Chip EV is not a perfect model for tournament play even on the first hand, and you can see how these big shoves drop out of BB’s strategy as the bubble approaches. Some of them turn into smaller 3-bets, which is why the frequency of smaller 3-bets actually increases with 50% and 37% of the field remaining, but the overall trend is toward more calling and less 3-betting.
Interestingly, as stronger and stronger hands shift out of BB’s 3-betting ranges into their calling range, BB folds less. The presence of those stronger hands in the calling range makes it harder for BTN to aggress after the flop, which in turn made it easier for BB to realize equity with some hands that were folding when BB employed a more aggressive 3-betting strategy.
The SB’s Response
We see a similar pattern with the SB, with the few 40bb shoves they have over a BTN open under the Chip EV model dropping off as ICM becomes a more significant factor.
The following table displays SB’s strategy facing a BTN open by tournament phase, 40bb deep.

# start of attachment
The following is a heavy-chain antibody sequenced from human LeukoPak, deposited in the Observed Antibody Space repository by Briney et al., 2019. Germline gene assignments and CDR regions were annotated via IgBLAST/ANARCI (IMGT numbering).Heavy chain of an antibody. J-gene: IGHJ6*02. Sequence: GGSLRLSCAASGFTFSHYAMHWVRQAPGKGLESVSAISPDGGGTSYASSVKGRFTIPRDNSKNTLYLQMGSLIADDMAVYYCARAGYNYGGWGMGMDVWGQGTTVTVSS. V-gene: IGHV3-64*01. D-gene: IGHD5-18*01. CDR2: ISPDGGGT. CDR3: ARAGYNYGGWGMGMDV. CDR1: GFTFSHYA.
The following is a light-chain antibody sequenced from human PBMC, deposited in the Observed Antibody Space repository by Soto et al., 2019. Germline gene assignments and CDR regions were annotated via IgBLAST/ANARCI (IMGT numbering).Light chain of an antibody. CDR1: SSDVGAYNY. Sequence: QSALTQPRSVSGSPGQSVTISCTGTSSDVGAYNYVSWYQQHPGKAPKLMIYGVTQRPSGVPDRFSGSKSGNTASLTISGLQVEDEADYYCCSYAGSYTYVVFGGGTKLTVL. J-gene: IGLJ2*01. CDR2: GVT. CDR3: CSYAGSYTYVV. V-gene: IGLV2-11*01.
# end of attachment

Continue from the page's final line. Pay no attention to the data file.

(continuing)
With 30bb stacks, the risk:reward ratio of shoving is more favorable and shoving remains part of the BB’s response to a BTN raise until very near the bubble. Even so, their shoving strategy becomes more conservative as the tournament progresses.
The following table displays BB’s strategy facing a BTN open by tournament phase, 30bb deep.
There are also some interesting changes to the composition of BB’s shoving range as the tournament progresses. Medium pairs start to play better as calls, while suited Ks and Qs actually shove a bit more aggressively. Below is a side-by-side comparison of BB’s shoving range vs a BTN open with 30bb stacks with 25% of the field remaining and with 50% of the field remaining.
This corresponds to a change in the BTN’s range for calling the shove, shown in the charts below. As BTN folds more suited K♠ and small pairs, BB has less incentive to shove medium pairs and more incentive to shove smaller suited K♠.